Bro Culture and Empire in Decline
An Interview with Patrick Wyman
I wonder if you’ve had an experience like this: you click on a link because it looks vaguely interesting, and by the end of the piece, you’re sitting with the weird feeling that something’s been unlocked. It’s not just that the writing was good, or the piece was insightful, although both are generally true of these sorts of pieces. It’s that they make the invisible visible — they give words and shape to something you’ve grasped at, you’ve known was out there, but couldn’t touch or describe or explain.
There’s two pieces of Patrick Wyman’s that have made me feel that way. The first is his recent essay on Fitness Bro Culture. The second is on Local American Gentry. I promise that after reading this interview you will want to read both, but it’s ironic that these essays are somewhat periphery to what Patrick’s most known for, which is ancient history, and the enormously popular podcasts Fall of Rome and Tides of History. People used to ask me how I went from Idaho to a PhD in media studies to writing for BuzzFeed, and now I get to ask Patrick how he went from Yakima, Washington to a PhD in history and becoming a successful podcaster.
He’s an incredible storyteller and writer, and I learn so much from everything he does — in a way that feels effortless, but also rejects tidy Malcolm Gladwell-esque parables. I think you’ll really enjoy this interview, and you should absolutely subscribe to his newsletter, which mixes essays like the ones featured above with pieces on recovered skeletons that read like celebrity profiles in the best possible way. I really can’t recommend it enough.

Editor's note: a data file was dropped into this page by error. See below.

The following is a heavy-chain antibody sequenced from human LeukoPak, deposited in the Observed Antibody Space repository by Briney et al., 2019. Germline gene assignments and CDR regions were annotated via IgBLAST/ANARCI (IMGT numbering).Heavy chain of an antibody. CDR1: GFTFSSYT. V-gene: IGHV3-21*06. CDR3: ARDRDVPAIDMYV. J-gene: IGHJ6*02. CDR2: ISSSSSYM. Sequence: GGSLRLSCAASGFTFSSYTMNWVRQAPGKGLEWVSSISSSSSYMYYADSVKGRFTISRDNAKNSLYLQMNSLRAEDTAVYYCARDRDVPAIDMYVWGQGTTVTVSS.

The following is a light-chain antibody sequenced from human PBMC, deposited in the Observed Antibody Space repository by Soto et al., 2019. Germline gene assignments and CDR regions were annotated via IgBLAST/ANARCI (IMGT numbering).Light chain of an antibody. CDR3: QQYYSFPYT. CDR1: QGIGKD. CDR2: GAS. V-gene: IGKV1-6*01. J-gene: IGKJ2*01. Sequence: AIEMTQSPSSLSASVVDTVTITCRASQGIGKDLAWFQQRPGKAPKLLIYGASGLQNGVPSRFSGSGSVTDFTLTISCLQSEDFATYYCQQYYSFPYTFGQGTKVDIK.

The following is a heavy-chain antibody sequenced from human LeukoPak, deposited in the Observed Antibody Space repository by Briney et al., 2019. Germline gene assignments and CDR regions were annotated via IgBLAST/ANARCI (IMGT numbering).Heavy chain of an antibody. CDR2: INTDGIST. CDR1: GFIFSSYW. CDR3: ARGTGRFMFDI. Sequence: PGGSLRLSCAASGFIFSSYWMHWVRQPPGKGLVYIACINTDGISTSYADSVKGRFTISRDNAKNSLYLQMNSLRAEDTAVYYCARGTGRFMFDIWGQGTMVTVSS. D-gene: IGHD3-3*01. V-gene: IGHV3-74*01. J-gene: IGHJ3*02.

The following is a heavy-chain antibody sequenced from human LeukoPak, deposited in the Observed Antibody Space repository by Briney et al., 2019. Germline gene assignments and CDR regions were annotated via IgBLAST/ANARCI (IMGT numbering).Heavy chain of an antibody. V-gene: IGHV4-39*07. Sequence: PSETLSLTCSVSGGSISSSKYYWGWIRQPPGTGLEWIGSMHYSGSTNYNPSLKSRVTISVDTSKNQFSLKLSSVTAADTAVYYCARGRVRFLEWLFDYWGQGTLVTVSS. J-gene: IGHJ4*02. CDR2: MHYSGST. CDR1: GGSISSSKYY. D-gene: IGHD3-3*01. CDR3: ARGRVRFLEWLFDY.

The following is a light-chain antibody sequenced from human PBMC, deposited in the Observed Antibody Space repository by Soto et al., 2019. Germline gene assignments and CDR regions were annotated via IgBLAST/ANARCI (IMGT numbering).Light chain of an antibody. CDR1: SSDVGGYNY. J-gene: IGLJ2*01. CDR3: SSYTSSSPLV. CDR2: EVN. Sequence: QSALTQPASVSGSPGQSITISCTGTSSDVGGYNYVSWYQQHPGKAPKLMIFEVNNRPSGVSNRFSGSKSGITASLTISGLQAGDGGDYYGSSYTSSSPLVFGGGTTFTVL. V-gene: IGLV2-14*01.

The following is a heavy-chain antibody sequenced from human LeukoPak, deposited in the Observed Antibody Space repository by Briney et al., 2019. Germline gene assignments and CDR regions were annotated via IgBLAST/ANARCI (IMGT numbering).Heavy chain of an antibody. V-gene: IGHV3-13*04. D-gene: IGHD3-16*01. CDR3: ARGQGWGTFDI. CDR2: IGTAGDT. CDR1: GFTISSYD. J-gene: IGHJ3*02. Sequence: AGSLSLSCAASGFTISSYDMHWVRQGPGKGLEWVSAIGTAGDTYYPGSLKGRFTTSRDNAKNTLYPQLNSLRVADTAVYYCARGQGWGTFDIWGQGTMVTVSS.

Tell me about you, how you ended up an academic historian, and how you went from there to starting a podcast that people from drastically different corners of my life absolutely will not shut up about.
When I was eight and we visited Gettysburg, I got into an argument with one of the park rangers about some specific detail of the battle. Eight-year-old me was extremely sure of his correctness in the matter. I always wanted to be a historian, though precisely what that meant — outside of arguing with park rangers — wasn’t clear to me until I was actually in graduate school. Getting a PhD in history and then becoming an academic seemed like the thing I was supposed to do, and I got pretty far down that path until I realized that jobs for historians of Late Antiquity weren’t exactly abundant.